As social commerce gets more momentum, we are seeing new innovative ways to integrate social into every aspect of the shopping process. Classic reward and loyalty programs are starting to move toward the integration of their loyalty card users’ databases with users’ Facebook data and beginning to leverage the Facebook friend social curve. Three recent Facebook examples are the Amex Link, Like, Love app, the Citibank ThankYou Points sharing app, and Starbucks Rewards.
Many Facebook users have become comfortable when presented with a Facebook Permissions dialogue box, saying “yes” to permissions from companies asking for access to basic profile information like gender and name to more detailed information like a user’s birthday or movie preferences to authorization to post status updates on shoppers’ Facebook walls. These recent loyalty apps for Amex and Citibank are for a new level of permissions, allowing for the link between the user’s bank data and the user’s Facebook data.
Take, for example, the Citibank ThankYou Rewards program, a classic credit card loyalty program that rewards users’ purchasing behaviors. Last year, Citi introduced a service called “Transfer Points,” a ThankYou Rewards feature that allows members to give ThankYou Points to other ThankYou members.
This all comes together and becomes social with the recent launch of the Citibank Facebook application called ThankYou® Point Sharing App. The app integrates Facebook users’ data with the users’ Citibank ThankYou Rewards program. The Facebook app allows the users to set up a Point Pool with Facebook friends to transfer available ThankYou Points to one another. In order to transfer points, all members need to be enrolled in the Citibank Rewards program. Citibank is also giving away 2,500 free Rewards points to each of the first 4,000 customers to sign up.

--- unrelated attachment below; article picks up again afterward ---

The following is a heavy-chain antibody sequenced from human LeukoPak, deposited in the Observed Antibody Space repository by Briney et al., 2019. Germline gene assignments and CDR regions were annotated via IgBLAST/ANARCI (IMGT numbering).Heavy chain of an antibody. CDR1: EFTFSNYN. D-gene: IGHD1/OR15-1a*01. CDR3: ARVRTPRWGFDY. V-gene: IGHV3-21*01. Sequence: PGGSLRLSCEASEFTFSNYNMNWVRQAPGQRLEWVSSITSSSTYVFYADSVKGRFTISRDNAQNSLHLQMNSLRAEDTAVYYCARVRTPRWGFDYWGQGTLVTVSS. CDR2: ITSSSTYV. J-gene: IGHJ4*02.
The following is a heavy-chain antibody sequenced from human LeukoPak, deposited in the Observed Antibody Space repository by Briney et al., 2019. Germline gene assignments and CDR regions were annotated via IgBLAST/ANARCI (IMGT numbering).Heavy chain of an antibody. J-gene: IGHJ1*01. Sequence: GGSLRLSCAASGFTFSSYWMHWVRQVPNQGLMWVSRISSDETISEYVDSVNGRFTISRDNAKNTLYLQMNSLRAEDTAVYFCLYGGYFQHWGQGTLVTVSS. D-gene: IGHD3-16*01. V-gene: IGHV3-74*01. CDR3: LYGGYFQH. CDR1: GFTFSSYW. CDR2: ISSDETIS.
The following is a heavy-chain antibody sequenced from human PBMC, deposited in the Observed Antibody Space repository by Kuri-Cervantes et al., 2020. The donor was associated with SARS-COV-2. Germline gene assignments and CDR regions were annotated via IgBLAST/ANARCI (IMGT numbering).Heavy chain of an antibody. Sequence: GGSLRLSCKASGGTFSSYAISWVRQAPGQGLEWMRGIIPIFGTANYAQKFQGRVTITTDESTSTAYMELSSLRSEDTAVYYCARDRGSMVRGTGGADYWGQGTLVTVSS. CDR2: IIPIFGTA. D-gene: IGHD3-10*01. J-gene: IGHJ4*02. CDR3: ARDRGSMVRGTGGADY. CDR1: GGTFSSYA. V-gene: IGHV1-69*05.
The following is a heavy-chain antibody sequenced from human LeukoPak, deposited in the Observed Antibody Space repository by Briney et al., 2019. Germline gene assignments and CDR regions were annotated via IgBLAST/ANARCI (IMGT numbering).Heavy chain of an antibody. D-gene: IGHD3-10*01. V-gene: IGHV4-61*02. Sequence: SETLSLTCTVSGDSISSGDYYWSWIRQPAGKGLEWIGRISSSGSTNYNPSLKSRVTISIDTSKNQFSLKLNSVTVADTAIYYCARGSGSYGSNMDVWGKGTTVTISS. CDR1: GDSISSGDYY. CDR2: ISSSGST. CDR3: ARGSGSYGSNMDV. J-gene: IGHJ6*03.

“The first time ever, ThankYou Members can share their ThankYou Points to get rewards with their Facebook friends. Pool your points for gifts, charitable donations or for almost anything you and your friends have been dreaming about.”
Citibank Facebook Page
Amex’s Link, Like, Love application launched last summer links Facebook users’ data with their Amex card to deliver personal coupon deals, based on the cardmembers “likes” and interests. This program offers up to the Facebook user exclusive coupon-less deals from companies that the user or the user’s friends “like” on Facebook. It also allows merchants to participate in setting up the consumer Facebook coupon deals through a proprietary service call “Go Social.”
Starbucks has incorporated game mechanics into its popular loyalty program with Starbucks Rewards. By incorporating multiple levels and associated rewards and perks per level with a progression tracker, users are incented to continually engage with the brand. This Rewards experience is integrated into the Starbucks Card. The Starbucks Card can be managed through the Starbucks Card Facebook app, mobile app, and on Starbucks.com. Though a user can buy a friend a cup of coffee inside Facebook with their Starbucks card, they can’t yet transfer their Starbucks rewards to their Facebook friends, but assume it is only a matter of time.
To clarify a bit, on the access of personal Facebook information with these financial products, for example, the Citibank app can collect personal information from Facebook profiles, but Citi does not share any customer account information with Facebook. The same holds true for Amex and Starbucks. Kudos to these companies who are taking social commerce to a new level.
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If you’re a brand selling high-consideration, ‘big ticket’ items like appliances, cars or luxury goods, the customer journey is vitally important.